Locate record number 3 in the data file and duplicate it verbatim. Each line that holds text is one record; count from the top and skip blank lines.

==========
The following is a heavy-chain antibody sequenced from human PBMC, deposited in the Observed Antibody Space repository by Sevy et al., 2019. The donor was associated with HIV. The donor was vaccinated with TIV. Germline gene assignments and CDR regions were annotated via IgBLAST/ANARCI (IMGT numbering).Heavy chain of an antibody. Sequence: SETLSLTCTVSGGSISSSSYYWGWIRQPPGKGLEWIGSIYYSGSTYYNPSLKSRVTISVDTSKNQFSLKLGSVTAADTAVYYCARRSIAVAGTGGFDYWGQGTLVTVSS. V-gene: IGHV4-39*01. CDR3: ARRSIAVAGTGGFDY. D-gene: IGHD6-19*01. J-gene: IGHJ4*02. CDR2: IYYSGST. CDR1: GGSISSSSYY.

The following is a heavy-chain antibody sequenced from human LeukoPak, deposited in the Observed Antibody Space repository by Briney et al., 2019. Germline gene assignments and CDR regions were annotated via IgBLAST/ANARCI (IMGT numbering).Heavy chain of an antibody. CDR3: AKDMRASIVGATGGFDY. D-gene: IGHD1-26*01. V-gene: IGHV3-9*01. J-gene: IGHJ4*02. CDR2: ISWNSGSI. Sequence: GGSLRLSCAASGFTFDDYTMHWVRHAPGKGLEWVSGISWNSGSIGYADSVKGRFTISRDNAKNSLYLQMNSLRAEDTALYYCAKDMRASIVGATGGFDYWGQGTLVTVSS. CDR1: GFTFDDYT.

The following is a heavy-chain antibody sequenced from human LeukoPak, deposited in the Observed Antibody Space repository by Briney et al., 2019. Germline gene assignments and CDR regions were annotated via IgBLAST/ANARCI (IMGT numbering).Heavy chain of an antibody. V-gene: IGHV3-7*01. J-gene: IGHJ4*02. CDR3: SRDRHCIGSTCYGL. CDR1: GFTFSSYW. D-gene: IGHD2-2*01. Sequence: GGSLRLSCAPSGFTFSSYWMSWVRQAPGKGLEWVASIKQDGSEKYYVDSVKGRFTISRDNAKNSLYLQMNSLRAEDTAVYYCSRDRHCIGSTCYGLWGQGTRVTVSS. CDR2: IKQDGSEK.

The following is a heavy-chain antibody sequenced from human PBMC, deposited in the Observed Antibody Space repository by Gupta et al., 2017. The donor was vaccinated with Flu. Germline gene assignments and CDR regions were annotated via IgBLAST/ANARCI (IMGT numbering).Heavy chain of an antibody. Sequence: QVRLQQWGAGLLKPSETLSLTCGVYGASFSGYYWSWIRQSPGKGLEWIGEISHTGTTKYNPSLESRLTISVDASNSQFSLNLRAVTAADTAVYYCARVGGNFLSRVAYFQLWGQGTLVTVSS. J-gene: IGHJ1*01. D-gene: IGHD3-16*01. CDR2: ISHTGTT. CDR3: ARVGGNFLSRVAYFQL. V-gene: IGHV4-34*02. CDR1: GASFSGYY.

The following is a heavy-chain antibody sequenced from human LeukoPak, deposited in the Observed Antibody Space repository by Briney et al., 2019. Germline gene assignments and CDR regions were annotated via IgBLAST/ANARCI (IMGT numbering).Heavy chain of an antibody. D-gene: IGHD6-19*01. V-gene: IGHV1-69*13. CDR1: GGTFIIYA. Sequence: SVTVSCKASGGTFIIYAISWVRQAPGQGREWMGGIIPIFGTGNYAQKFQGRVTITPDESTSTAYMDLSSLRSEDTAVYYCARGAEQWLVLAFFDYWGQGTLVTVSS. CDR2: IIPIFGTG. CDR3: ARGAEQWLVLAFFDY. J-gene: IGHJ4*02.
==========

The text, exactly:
The following is a heavy-chain antibody sequenced from human LeukoPak, deposited in the Observed Antibody Space repository by Briney et al., 2019. Germline gene assignments and CDR regions were annotated via IgBLAST/ANARCI (IMGT numbering).Heavy chain of an antibody. V-gene: IGHV3-7*01. J-gene: IGHJ4*02. CDR3: SRDRHCIGSTCYGL. CDR1: GFTFSSYW. D-gene: IGHD2-2*01. Sequence: GGSLRLSCAPSGFTFSSYWMSWVRQAPGKGLEWVASIKQDGSEKYYVDSVKGRFTISRDNAKNSLYLQMNSLRAEDTAVYYCSRDRHCIGSTCYGLWGQGTRVTVSS. CDR2: IKQDGSEK.